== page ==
Film and TV

Idol Beat: Hell Hollywood Week Continues

"Welcome back to Hell Week," Ryan Seacrest intoned at the top of last night's American Idol. It's pretty ballsy for a singing competition show to compare itself to SEAL training, since I'm pretty sure none of these kids will be carrying logs or dealing with being drowned. But that's just what Hollywood Week is all about, apparently: senseless, over-the-top drama. Last night was the first episode of the season where Idol had moments that ranked it with every other bottom-drawer reality show, and you can see how they had a hand in starting it. Everything's life or death, everyone's crying, and everyone is being pushed by producers and their environment to break down and fight. And they did.

The action picks up basically where the last ep left off, after two days of solo auditions that winnowed the group to 96. The kids -- and, yes, I know I'm in my late 20s and am not much older than some, but come on -- split into groups right afterward and were assigned music to learn and put to choreography. This meant that after a long day of singing, they had to throw together a group number, and practices ran until 3 a.m. for some groups. This, needless to say, is what many of them would refer to as "struggle" and "hardship," and with a staggering lack of guile and artifice.

I won't (and can't) list all the groups that competed, or even the ones the show decided to make part of the episode's narrative, because there were just too many and it's still a touch too soon to act like some of these singers will be around long enough to remember. Their groups all had names like The Mighty Rangers and Destiny's Wild, like a slightly dorkier version of Randy Jackson's own America's Best Dance Crew. The groups all had to practice at the same time in the ballroom of the hotel where the contestants are staying, which is a shameless way to make them all start hating each other. "It's only natural that frustration sets in," Ryan narrates. Nice deadpan?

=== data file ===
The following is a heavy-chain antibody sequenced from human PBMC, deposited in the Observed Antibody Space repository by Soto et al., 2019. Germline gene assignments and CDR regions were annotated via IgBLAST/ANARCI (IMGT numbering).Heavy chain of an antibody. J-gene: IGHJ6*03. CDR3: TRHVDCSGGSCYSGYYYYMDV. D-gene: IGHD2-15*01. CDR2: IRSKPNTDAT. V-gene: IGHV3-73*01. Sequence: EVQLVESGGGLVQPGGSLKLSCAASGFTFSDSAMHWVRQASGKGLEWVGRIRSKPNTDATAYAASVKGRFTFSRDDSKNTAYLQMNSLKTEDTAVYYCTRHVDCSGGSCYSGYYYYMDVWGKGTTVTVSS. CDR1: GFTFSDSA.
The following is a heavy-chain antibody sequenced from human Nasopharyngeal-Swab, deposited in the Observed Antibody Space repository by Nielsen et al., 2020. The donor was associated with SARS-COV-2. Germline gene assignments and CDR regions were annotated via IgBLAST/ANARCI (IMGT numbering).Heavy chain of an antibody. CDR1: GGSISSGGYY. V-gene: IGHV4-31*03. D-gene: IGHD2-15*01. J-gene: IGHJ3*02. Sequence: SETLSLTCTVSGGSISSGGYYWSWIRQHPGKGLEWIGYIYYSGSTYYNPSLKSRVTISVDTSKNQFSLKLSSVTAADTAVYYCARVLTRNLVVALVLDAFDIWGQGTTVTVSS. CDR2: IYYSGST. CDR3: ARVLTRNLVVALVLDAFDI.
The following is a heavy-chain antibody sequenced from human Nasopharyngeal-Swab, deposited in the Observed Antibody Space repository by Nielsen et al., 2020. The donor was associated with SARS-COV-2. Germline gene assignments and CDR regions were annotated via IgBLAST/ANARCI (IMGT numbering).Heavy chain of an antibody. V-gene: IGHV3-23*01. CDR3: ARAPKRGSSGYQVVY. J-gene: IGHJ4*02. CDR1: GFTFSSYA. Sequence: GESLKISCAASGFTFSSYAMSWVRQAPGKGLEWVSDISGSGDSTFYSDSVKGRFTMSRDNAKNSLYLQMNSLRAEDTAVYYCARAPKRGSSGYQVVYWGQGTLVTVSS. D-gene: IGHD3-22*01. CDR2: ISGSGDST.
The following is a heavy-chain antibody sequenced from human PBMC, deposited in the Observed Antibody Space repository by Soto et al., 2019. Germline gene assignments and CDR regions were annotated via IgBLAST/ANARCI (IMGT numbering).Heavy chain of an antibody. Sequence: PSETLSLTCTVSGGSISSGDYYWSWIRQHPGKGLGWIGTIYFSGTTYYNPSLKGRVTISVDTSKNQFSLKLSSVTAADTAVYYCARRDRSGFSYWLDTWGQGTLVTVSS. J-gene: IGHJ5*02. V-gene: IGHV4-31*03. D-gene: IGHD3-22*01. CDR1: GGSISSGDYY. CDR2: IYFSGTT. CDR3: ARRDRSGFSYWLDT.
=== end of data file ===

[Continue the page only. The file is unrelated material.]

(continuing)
Anyway, so the groups took the stage in turn the next day to perform, but it's similar to when the soloists were clumped in random groups in that not everyone will win or lose. If a group tanks, but one person is a standout, they can move to the next round, and similarly if a group is good but they have weak member, that person might be sent packing. Basically the group round is identical to the solo round, except the producers make the contestants think it's different. If you're good or great, you'll keep on moving.

That's one thing this hipsterish dude didn't get. He was part of said Mighty Rangers, a group that had wrapped rehearsal the night before without having nailed the words and music to their song. Since words and music are pretty much all a song has, this is not a good idea. He got the boot and tearfully begged for another chance, not seeming to grasp that he'd already been given it with a plane ride to Los Angeles. Staying up another hour and working would've put him through. Ditto another loser, a girl named Moorea (or something) whose group couldn't even remember the words to "Carry On Wayward Son." She'd petulantly talked the night before of hitting the harmonies and knowing what the judges wanted, but she, like the rest sent home, were short on things like determination and memory.

So much of the episode was full of those awful, self-aggrandizing proclamations you'd expect to hear from a Real Housewife of any county, and I'm hoping that those contestants get sent home or are brutally schooled on the ways of the real world. "We're pretty much trendsetters," one girl said of her group. Oh please, let her learn a tough lesson, soon.

All told, 71 survived the latest round of cuts, including Big Mike, whose wife gave birth while he was at the audition. (How on earth he was so calm and seemingly willing to stay was beyond me.) Also in it for now is Houston's Christian Spear, as well as some other genuinely talented singers and performers. As long as the show focuses on their voices, things might be all right. But I'm not holding my breath.

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Daniel Carlson
Contact: Daniel Carlson